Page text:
How Local Revenue Can Save Radio

A few weeks ago I read about how Bell Media was selling 45 of their radio stations in the UK amid another round of layoffs. In an interview with The Canadian Press Bell chief legal and regulatory officer Robert Malcomson explained the sale by saying that radio is “not a viable business anymore.” As someone who makes a living working with radio stations that was certainly a frightening statement to read. We can brush it aside by saying to ourselves that it’s just the opinion of one executive in the middle of managing a crisis. But, we all know that it’s an opinion shared by many outside of our industry and even a few others within radio. I’ve been accused of being an optimist before, but I firmly believe that radio is still a viable business because of the local revenue that’s available for stations that are strategically built to get their share of it.

Here’s the main reason why.

Many of the larger groups made the determination years ago that terrestrial radio was dying so they slashed their costs as much as possible at the local level, letting leases expire, laying off most or all of the local staff and supplementing that with syndicated shows and a handful of network talent leveraged across all their markets. Even if you didn’t personally sit in closed door meetings with them it was pretty clear what their plan was. They were essentially just using their terrestrial stations to point to their digital assets and build those up while bundling all of their network inventory to chase national revenue instead of local revenue. While the first part of that plan worked to an extent, helping to create some strong digital brands, the second part back-fired as national revenue began to dry up.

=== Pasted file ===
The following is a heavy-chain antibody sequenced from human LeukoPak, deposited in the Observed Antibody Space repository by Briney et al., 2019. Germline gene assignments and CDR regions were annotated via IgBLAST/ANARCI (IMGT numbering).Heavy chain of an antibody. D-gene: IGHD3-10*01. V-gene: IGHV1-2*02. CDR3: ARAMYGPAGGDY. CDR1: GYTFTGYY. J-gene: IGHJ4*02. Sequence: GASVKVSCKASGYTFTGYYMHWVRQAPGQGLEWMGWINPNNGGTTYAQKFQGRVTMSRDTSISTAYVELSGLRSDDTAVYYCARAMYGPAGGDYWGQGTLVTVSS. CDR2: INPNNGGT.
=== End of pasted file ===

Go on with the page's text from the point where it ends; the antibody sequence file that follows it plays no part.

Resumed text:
Fortunately, this has created an opening for broadcasters willing to invest at the local level. Putting someone in place capable of managing a locally driven radio station (even if that person has to be regional to make the numbers work). Installing reliable equipment that’s remotely controllable and monitorable. Hiring as much local on-air talent as their budget will allow, while of course being strategic with it, there’s still only room for talent that actually add value. Supplementing that with part-timers, out of market voicetrackers that are willing to participate in digital content and syndicated shows that are live and interactive. Then creating content, contests and promotions that generate buzz and force all of the programming staff to interact with the local audience constantly on the air, online and on-site. Finally, supporting all of that local programming and promotions with a couple of sales people who are willing to meet face-to-face with local business owners and establish the relationships necessary to put them into custom advertising campaigns tailor made to help achieve their goals. Plus, look for ways to tap into some regional ad dollars, that also still exist, by tying in other stations within the company, outside of the company or through outside partnerships.

Stations that do all of that will find that radio is not only a viable business in 2024 but will continue to be for years to come. It’s by no means an easy task, but luckily there are a lot more tools and resources available to radio stations than there were just a few years ago. Investing wisely in those tools and resources makes it possible for groups to breathe life into their stations at the local level while staying within a budget and slowly rebuilding their operations. Shameless plug, all of this is of course a lot easier with the right consultant by your side.

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